I was wondering what if I would get a virus on Ubuntu, could it then also infect my Windows?
By the virus that infected Linux? Maybe.
There do exist some cross-platform viruses, but they tend to be rare because operating-systems are like languages; there may be some overlap, but there is usually enough difference that you cannot simply plug-and-play something into different ones without modification or special handling.
In the book Shellcoder’s Programming Uncovered, Kris Kaspersky (no relation to the anti-virus) explains how it is difficult to write a virus that is compatible across different Linux versions because they use different mechanisms and are incompatible enough that you cannot simply use a single method that works on them and gives some examples of shellcode for different Unix/Linux systems. If it is difficult to write a virus that works across Linux, imagine how hard it would be for it work on Windows as well.
He actually says that most hacker are defeated because of insufficient attention to [portability]. This just further demonstrates that anything that would be that effective would be written by extremely dedicated hackers who are almost certainly getting something significant out of it (money), and that such viruses are usually part of organized crime and target more lucrative targets than the general populace (think Stuxnet).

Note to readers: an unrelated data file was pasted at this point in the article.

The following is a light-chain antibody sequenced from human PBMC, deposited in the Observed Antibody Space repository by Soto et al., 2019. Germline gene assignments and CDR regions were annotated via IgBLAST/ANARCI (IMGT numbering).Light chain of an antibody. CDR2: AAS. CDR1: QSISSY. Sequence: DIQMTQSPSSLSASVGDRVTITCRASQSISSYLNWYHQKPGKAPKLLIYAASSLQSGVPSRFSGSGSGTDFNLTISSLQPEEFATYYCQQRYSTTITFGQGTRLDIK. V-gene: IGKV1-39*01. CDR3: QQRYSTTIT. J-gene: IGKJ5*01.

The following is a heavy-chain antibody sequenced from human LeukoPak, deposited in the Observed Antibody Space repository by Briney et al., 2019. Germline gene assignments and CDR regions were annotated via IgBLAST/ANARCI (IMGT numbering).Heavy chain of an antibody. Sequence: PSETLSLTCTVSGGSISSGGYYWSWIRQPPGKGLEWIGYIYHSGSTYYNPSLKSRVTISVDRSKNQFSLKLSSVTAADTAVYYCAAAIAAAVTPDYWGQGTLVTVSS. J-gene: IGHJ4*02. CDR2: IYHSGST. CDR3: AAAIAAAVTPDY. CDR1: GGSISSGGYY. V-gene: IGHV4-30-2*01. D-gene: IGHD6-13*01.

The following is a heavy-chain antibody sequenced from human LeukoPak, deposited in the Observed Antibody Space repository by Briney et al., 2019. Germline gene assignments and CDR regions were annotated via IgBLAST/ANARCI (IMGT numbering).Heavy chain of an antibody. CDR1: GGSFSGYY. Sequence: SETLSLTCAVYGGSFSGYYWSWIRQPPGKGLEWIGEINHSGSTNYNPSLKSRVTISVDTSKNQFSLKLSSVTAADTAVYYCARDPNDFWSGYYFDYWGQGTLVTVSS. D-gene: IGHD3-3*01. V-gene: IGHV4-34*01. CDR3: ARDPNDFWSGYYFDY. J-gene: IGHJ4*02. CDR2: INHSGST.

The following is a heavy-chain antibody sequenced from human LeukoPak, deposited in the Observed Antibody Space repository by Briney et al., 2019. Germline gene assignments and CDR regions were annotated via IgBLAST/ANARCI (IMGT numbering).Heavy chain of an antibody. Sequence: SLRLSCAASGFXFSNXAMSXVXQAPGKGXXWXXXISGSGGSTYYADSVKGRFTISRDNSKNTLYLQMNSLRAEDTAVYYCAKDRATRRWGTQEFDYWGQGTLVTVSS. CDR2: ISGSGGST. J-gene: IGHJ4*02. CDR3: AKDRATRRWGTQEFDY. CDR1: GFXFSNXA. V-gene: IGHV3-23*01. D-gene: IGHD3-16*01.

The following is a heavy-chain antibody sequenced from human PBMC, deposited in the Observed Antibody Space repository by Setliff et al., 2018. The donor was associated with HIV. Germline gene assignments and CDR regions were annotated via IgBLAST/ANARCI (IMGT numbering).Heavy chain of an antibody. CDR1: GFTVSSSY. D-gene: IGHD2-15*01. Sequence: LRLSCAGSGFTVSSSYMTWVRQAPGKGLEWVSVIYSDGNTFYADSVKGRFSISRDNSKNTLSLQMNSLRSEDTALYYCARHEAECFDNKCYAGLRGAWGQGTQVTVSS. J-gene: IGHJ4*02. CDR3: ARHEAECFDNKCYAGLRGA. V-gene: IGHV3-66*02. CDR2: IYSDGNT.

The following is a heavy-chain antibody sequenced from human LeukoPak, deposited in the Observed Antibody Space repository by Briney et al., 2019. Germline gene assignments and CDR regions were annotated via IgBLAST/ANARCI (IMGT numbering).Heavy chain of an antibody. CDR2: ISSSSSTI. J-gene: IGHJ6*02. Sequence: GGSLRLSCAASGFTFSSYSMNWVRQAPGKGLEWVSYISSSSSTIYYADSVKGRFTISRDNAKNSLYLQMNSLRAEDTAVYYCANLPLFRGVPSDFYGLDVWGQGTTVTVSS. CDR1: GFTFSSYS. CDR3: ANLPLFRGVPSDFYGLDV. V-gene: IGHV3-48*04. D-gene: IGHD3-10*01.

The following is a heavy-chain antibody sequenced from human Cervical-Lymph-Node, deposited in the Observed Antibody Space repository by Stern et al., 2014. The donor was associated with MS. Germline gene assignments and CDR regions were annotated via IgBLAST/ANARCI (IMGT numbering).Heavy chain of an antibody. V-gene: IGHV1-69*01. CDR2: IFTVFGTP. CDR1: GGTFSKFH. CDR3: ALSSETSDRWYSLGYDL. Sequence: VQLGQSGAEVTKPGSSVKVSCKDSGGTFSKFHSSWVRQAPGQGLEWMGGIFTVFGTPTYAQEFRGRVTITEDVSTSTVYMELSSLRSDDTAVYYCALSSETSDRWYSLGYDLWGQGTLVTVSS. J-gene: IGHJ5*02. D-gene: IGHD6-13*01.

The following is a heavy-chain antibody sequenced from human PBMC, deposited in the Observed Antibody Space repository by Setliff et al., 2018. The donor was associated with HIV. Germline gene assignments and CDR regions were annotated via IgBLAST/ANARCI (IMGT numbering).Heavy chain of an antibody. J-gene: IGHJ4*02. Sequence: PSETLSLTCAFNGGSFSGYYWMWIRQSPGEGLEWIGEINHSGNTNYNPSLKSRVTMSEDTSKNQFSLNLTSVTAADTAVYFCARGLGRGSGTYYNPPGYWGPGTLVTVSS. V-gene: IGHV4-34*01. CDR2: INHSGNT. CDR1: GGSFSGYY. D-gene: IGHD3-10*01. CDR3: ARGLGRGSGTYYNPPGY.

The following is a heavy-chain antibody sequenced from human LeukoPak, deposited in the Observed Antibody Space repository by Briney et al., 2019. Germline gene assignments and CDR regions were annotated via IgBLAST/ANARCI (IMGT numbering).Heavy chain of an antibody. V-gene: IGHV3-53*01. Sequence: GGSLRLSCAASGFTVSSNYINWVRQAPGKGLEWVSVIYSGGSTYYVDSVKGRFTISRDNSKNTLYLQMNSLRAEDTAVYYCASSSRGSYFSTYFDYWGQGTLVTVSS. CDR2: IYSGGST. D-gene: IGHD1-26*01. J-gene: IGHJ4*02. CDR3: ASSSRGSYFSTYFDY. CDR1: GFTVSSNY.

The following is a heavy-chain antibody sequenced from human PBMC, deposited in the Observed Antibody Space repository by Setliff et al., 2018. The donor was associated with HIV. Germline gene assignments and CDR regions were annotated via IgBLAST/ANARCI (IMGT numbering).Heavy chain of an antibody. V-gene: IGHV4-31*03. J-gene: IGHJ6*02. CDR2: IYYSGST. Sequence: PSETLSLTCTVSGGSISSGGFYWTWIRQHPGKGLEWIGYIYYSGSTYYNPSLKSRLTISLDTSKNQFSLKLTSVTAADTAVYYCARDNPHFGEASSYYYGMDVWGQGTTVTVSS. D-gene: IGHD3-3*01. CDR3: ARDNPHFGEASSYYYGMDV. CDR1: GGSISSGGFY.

Your Windows installation is more likely to be at risk by a trojan that uses Linux as an infection vector, but carries a Windows payload. This is much more common than a cross-platform virus, and also works with Apple (an Apple virus that targets Windows). That said, trojans of this variety are still less common than worms.
Since Linux is booting on the system, it will have access to the HDD where Windows lives. This means that even if you use BitLocker to encrypt the files on the drive so that a virus in Linux has no access to the file-system in Windows, it can still infect the boot-record and hide a virus in some parts of the disk so that the next time you boot Windows, it gets injected. However this requires a fairly advanced virus to bypass all of the security components that Windows 7 uses to keep clean. Again, these are not too common.
In general, cross contamination isn’t usually a problem because just like with biological viruses, different OSes tend to be incompatible enough that there is just not enough payout to bother evolving something that can infect both (no, you can’t catch a cold from your pet or infect them with yours).
However, this does not mean you should get lax with security. There are a few things you should do:
- Harden your Windows installation by disabling everything you don’t need, applying all updates, using some kind of anti-malware
- Harden your Linux installation in the same way
- Limit the files that you pass between them to media, (though even those can be infected). You said you don’t intend to pass any files, but you should usually be safe with files from trusted sources.
With even a little prevention, you can usually be safe.